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Aaliyah deserved better

The singer’s archives are finally hitting streaming services as the R. Kelly trial reminds us of what she had to endure

On Aug. 20, Aaliyah’s second album, One in a Million, hit streaming services for the first time, ending a gridlock that kept most of her music unavailable 20 years after her untimely death in a plane crash. The occasion should have been a celebration of the singer and actress’ impact on R&B and pop culture throughout the ’90s and a way for future generations to get introduced to her music. Instead, the releases have been shrouded in controversy, misinformation and the shadow of R. Kelly’s indiscretions. Sadly, so has much of Aaliyah’s story since she emerged in 1994.

Aaliyah left behind a catalog of classics that should have been knocking from speakers across the country in the years after she died. But her uncle, producer Barry Hankerson, has been in a dispute with Aaliyah’s immediate family over how the music should be released. Her music has been off of streaming services even as artists such as Drake were name-checking her and her influence was permeating R&B.

Aaliyah’s debut album, 1994’s Age Ain’t Nothing But a Number, spent 37 weeks on the Billboard Top 200 and marked an introduction to an R&B powerhouse. But it carries a dark legacy and a reminder of what should have been avoided. The album cover features 15-year-old Aaliyah in the foreground, a skullcap over her hair and shades covering her eyes. In the background is R. Kelly, 27 at the time, who had written the songs and contributed vocals.

The two would be married three months later. R. Kelly would parade the predatory “relationship” on talk shows, where they were evasive about the nature of their friendship while wearing matching outfits. When the marriage certificate surfaced some months later – which incorrectly had Aaliyah’s age as 18 – it was tabloid fodder. But the story never reached the level of outrage it deserved. R. Kelly remained a household name with a thriving R&B career while Aaliyah continued on with her career. (Adding insult to injury, because of a separate arrangement with Jive Records, Age Ain’t Nothing But a Number had been the only Aaliyah album available on streaming platforms until now.)

In spite of it all, Aaliyah became a household name of her own, releasing 1996’s One in a Million. The album was the first time Aaliyah would link up with her frequent collaborators, Timbaland and Missy Elliott, who helped transform her sound into something once futuristic and grounded in ’90s R&B. By the turn of the century, Aaliyah was making a career in Hollywood, starring in Romeo Must Die in 2000 and stealing the show as Akasha in Queen of the Damned the following year. In August 2001, she and eight others died after a private plane overloaded with luggage crashed shortly after takeoff in the Bahamas.

As One in a Million began streaming last week, some media outlets misrepresented a passage from writer Kathy Iandoli’s biography of Aaliyah, Baby Girl: Better Known As Aaliyah, to state that the singer was drugged when she boarded the plane. Iandoli clarified that Aaliyah was suffering from a headache and took some medicine to fall asleep.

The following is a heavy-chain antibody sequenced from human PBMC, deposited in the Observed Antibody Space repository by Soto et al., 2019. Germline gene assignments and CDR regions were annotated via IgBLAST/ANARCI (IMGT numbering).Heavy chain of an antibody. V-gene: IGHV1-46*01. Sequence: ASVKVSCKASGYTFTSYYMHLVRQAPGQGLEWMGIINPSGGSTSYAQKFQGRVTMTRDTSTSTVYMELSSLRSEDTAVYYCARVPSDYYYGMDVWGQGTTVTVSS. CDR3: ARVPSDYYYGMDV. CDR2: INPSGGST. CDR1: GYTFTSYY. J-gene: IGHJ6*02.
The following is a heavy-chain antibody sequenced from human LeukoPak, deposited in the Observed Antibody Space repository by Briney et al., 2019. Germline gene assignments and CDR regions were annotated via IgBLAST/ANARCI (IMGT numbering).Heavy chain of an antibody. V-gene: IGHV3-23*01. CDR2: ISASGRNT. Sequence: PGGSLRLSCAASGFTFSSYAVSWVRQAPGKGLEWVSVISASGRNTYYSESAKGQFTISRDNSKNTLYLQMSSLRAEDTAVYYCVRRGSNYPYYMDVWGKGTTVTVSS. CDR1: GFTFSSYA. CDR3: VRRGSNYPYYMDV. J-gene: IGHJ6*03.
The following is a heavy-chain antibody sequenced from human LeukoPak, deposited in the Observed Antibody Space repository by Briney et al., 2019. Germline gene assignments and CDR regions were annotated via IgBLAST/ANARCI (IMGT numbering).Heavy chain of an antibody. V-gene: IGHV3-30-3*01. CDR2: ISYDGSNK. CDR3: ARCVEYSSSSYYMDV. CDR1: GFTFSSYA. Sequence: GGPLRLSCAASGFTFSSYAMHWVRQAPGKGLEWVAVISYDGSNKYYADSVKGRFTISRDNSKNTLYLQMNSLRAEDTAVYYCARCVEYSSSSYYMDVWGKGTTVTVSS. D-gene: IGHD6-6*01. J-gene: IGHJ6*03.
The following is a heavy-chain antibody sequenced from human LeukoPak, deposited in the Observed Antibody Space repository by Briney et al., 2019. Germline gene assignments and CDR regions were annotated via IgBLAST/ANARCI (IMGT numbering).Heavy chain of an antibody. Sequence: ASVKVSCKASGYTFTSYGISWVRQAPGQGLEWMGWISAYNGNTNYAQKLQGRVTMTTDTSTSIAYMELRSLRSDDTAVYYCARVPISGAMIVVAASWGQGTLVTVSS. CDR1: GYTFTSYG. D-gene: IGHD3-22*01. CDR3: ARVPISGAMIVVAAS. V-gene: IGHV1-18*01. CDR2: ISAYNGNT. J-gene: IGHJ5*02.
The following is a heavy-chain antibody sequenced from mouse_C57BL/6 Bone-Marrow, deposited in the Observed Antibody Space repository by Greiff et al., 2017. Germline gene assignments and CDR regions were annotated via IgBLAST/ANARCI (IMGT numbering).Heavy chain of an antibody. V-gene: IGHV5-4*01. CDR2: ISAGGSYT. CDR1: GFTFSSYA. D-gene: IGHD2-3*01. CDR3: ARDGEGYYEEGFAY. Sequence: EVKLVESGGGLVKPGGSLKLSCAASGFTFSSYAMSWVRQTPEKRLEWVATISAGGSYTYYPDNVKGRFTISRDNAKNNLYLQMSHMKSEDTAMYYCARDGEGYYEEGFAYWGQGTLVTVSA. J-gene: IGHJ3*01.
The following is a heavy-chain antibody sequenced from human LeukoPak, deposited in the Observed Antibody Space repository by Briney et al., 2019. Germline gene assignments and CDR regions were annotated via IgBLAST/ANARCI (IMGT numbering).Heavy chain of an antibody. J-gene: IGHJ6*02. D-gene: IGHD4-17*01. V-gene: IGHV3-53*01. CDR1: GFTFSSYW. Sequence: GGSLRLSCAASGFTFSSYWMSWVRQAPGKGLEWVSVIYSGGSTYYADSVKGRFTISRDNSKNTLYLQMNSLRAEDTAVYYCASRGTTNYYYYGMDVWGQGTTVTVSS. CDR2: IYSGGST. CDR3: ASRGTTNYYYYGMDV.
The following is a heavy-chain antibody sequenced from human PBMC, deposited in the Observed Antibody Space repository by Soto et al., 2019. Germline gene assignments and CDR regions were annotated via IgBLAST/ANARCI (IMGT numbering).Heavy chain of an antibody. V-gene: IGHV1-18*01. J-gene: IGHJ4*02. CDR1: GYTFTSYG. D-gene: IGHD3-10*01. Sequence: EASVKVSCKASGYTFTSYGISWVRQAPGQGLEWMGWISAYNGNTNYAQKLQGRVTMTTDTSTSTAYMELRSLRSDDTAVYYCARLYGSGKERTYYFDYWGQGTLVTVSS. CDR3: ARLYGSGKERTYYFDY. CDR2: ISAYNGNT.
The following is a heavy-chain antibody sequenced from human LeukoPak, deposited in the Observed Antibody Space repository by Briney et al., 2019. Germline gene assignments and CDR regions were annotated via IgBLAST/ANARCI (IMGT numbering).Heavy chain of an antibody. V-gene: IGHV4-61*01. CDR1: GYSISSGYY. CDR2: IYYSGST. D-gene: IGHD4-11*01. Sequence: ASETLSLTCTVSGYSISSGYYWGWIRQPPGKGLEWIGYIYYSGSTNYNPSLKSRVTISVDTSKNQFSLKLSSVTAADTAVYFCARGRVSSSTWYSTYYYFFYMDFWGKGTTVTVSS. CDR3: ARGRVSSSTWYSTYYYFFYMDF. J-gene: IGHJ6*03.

Even worse, while fans are rediscovering Aaliyah’s hits, the singer is a central figure in R. Kelly’s trial in Brooklyn, New York, where he is accused of leading a criminal network engaged in the abuse of underage girls. As part of the case, the prosecution revealed evidence claiming that Aaliyah was just 12 when she met R. Kelly and that he married her at 15 so that she could get an abortion. He allegedly orchestrated a bribe for a government official to make a fake ID to change Aaliyah’s age to 18 on the marriage license.

The fact that the R. Kelly trial is transpiring as Aaliyah’s music hits streaming services is a reminder of how we failed Aaliyah, what could have been done to guard her from someone like R. Kelly, and what we normalized as part of her story.

As much as Aaliyah’s story is about her musical ability, her charisma, her beauty and how she captured the hearts of a generation, it is also about perseverance, resilience and triumph in the face of tragedy and victimization that could have ruined her. While Aaliyah’s ability to overcome is a testament to her greatness, it’s also a reminder of how we, and the people around her, continued to fail her by enabling R. Kelly to continue his career unabated, allowing that cognitive dissonance and reframed narratives so we could keep dancing to his music as his brutality loomed over Aaliyah’s career. How so much of Aaliyah’s adult life was spent pressing through and being stronger than she should have been. How, at her peak, she was taken away. And how, even in death, she’s the center of controversies through no fault of her own.

We can celebrate her music for the first time in a decade with the wide-eyed excitement we had listening to her 20 years ago. But we should absorb the entirety of her legacy with an eye to the future and what we can do to make sure more stories get told with the truth, grace and love of which Aaliyah deserved more than the rest of us were willing to give.

David Dennis Jr. is a senior writer at Andscape and an American Mosaic Journalism Prize recipient. His book, The Movement Made Us, will be released in 2022. David is a graduate of Davidson College.